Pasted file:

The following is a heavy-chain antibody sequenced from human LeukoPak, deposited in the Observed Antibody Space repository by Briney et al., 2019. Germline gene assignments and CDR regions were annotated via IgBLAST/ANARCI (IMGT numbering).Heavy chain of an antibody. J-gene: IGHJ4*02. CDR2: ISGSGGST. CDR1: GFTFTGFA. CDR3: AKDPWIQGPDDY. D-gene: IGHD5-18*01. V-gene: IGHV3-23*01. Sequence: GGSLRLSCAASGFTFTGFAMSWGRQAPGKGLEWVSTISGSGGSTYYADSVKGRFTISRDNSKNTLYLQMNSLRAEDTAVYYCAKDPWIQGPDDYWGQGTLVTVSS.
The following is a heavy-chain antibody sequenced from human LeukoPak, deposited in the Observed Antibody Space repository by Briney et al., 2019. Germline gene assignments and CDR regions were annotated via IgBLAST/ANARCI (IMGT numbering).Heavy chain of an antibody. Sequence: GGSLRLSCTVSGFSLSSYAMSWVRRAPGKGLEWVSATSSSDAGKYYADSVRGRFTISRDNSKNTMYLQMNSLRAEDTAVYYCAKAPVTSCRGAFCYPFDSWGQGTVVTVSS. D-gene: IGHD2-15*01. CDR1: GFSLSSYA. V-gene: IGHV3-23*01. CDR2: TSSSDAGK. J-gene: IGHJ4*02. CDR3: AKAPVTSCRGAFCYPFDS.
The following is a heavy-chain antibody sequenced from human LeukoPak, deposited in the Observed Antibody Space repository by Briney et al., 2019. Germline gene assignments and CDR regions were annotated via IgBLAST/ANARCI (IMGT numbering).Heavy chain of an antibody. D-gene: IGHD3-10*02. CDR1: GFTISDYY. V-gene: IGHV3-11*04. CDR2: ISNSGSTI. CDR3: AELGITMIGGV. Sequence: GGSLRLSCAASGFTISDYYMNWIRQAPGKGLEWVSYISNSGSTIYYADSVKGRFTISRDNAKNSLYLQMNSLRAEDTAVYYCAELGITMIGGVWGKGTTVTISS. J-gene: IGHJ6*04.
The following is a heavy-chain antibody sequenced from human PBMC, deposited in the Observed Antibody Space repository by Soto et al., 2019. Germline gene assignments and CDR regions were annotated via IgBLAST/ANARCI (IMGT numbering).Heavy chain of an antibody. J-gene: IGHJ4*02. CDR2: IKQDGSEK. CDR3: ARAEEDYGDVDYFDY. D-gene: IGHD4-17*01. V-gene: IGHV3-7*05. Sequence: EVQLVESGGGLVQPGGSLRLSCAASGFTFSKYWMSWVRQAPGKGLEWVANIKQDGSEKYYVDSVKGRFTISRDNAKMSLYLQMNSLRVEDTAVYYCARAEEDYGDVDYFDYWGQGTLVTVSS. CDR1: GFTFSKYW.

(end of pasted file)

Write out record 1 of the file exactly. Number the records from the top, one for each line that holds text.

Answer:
The following is a heavy-chain antibody sequenced from human LeukoPak, deposited in the Observed Antibody Space repository by Briney et al., 2019. Germline gene assignments and CDR regions were annotated via IgBLAST/ANARCI (IMGT numbering).Heavy chain of an antibody. J-gene: IGHJ4*02. CDR2: ISGSGGST. CDR1: GFTFTGFA. CDR3: AKDPWIQGPDDY. D-gene: IGHD5-18*01. V-gene: IGHV3-23*01. Sequence: GGSLRLSCAASGFTFTGFAMSWGRQAPGKGLEWVSTISGSGGSTYYADSVKGRFTISRDNSKNTLYLQMNSLRAEDTAVYYCAKDPWIQGPDDYWGQGTLVTVSS.